The rules committee of the Mobile City Council is considering changes that would limit Mayor Sandy Stimpson’s ability to have items added to meeting agendas.
Historically, the mayor has been able to sponsor items and have them added to the agenda without first consulting councilors. A rule change proposed by Councilman John Williams, chairman of the committee, would require the mayor to first obtain a council sponsor for any item he proposes, before it ends up on the council agenda.
Williams said the change would help open up communication between the council and the administration.
“If we require a council sponsor on every item, we ensure communication,” he said.
The proposal, which committee members casually suggested could be limited at first to a three-month trial period, would allow Council President Gina Gregory to assign any item suggested by the mayor to a council committee for discussion, or to a member representing a specific district.
For example, Williams said proposals involving finance could be sent to Councilman Joel Daves, the chairman of the finance committee, for review before they make it to the council agenda. In another example, Williams said a proposal for new bleachers at Dog River Park would first come through his office for review before being added to the agenda.
After the meeting, Williams also suggested allowing any councilor to sponsor a mayoral addition to the agenda.
Williams said recent administration proposals, like a proposed law banning puppy sales at the flea market, or the proposal to ban the feeding of squirrels and other wildlife in city parks, were tipping points for him.
“I don’t think it ought to be on the agenda without, at least, one council member interested in it,” Williams said. “The mayor has other avenues for presentations.”
In the case of the animal feeding ban, councilors complained that City Attorney Ricardo Woods, not Stimpson, was listed as the sponsor of the item.
“That was the straw,” Williams said to reactions over the ban. “That’s when I said, ‘I’ve had enough. We need to get ahold of our agenda.’”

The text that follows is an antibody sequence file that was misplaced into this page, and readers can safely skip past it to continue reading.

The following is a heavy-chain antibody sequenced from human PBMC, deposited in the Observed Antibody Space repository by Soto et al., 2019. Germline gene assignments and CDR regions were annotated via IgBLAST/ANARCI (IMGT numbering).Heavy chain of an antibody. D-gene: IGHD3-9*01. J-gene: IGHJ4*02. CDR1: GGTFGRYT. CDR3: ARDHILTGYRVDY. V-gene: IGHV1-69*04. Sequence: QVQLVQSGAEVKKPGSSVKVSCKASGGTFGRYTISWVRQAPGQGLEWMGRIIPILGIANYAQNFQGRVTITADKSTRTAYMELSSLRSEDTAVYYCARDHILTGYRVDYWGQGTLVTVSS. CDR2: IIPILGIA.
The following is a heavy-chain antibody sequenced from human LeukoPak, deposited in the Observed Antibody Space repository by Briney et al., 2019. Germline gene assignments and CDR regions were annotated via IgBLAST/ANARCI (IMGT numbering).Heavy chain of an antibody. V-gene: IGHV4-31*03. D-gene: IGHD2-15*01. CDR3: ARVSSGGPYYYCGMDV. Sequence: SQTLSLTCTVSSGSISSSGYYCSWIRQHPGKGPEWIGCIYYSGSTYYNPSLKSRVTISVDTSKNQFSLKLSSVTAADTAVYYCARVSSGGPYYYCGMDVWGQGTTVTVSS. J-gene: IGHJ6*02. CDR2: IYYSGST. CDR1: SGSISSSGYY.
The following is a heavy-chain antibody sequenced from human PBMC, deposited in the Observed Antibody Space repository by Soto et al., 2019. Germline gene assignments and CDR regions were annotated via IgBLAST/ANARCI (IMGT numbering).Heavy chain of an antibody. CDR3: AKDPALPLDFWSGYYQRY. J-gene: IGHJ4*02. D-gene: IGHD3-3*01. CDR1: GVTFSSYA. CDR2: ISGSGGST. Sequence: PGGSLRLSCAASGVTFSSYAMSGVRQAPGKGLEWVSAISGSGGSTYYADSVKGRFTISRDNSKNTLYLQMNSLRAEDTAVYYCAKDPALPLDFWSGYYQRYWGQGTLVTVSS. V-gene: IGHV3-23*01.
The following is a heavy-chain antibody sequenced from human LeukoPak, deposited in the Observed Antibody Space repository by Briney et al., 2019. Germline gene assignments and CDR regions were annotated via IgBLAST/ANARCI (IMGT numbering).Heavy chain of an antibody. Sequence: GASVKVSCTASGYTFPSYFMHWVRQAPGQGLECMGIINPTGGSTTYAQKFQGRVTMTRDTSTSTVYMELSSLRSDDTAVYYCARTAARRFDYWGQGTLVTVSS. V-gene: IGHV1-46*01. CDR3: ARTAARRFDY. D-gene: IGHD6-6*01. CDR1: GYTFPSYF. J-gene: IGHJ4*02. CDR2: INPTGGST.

Stimpson’s Chief of Staff Colby Cooper told councilors the administration made a mistake in listing Woods as the sponsor and assured them the mayor sponsored the item.
Cooper added that Stimpson is not prepared to do anything that would “abdicate” any of his power as the city’s top executive. As a compromise, Cooper said moving forward only Stimpson would be listed as an item sponsor.
Cooper also asked about how the move would affect personnel decisions. Williams said all of those items would go through Gregory.
George Talbot, a spokesman for Stimpson’s administration, said after the meeting there are a lot of questions they will need clarifications on in order to follow the council’s wishes.
Stimpson said he would work with the council on the issue, but had reservations about it.
“They’ve slowed down the process of government and added another layer of red tape,” Stimpson said in a phone interview, following the committee meeting. “We’ll deal with it.”
Stimpson added that the move is setting a dangerous “precedent” for moving the city forward.
Councilors also discussed where Stimpson stands when he delivers comments, during council meetings. Stimpson will routinely stand with his back to council during the portion of the meeting where he makes public comments. Williams said the council has asked Stimpson to address them and the public, if he chooses to, during these comment periods.
George Talbot, a spokesman for Stimpson, said the mayor means no disrespect to the council when he turns his back to them to address the audience.
“The reason he does that is he feels it’s disrespectful to turn his back on citizens,” Talbot said.